It’s the hottest day – Beaches packed as temperatures soar to 37.8C in Heathrow

Today is officially the hottest day of the year so far, with temperatures reaching 37.8C (100.04F) in Greater London.

The Met Office tweeted that Friday has been the "hottest day of the year by some way".

Met Office spokeswoman Nicola Maxey confirmed the highest temperature was recorded in Heathrow, Greater London, on Friday afternoon.

She told Sky News: "Today is the hottest day of the year so far as 37.8C (100F) was reached at 2.41pm at Heathrow today.

"37.3C (99.1F) was reached at Kew Gardens at 2.55pm.


"Before today, only three days on record have seen temperatures that exceed 37C."

Forecaster Simon Partridge added: "This not only makes it the warmest day of the year, it also makes it the third hottest UK day on record."

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Image: People take advantage of the heat on Barry Island in Wales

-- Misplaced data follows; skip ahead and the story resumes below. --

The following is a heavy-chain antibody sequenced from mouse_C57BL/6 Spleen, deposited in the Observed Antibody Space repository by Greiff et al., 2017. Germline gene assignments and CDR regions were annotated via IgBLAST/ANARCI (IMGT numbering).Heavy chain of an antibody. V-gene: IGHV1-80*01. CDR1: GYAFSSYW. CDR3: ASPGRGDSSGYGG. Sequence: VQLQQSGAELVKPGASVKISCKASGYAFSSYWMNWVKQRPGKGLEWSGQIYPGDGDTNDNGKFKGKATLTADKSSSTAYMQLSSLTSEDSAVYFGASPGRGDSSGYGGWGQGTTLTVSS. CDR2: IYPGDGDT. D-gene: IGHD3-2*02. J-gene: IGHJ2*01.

The current temperature record was registered at 38.7C (101.7F) at Cambridge University Botanic Gardens last year, while the second hottest day was 10 August 2003, when the mercury rose to 38.5C (101.3F) in Faversham, Kent.

The Met Office earlier warned that climate change was exerting an "increasing impact" on the UK, with data showing an "undeniable warming trend".

Brighton beach was packed despite as people enjoyed the hot weather
Image: People in Brighton flocked to the beach on the hottest day of the year
People across the UK flocked to beaches on the hottest day of the year

The soaring temperatures seen on Friday are expected to be short-lived.

The Met Office issued a thunderstorm warning for Friday afternoon, with a yellow warning in place from 4pm until midnight across large parts of East and South East of England where the weather will be at its hottest.

Some beachgoers headed into the ocean as temperatures soared in Brighton
Image: Some beachgoers cooled off in the sea in Brighton

Gusty winds, hail and "frequent lightning strikes" can be expected, which could cause slight damage to buildings.

The Met Office said the storms will be caused by hot air moving in from mainland Europe, some parts of which will be cooler than the UK.

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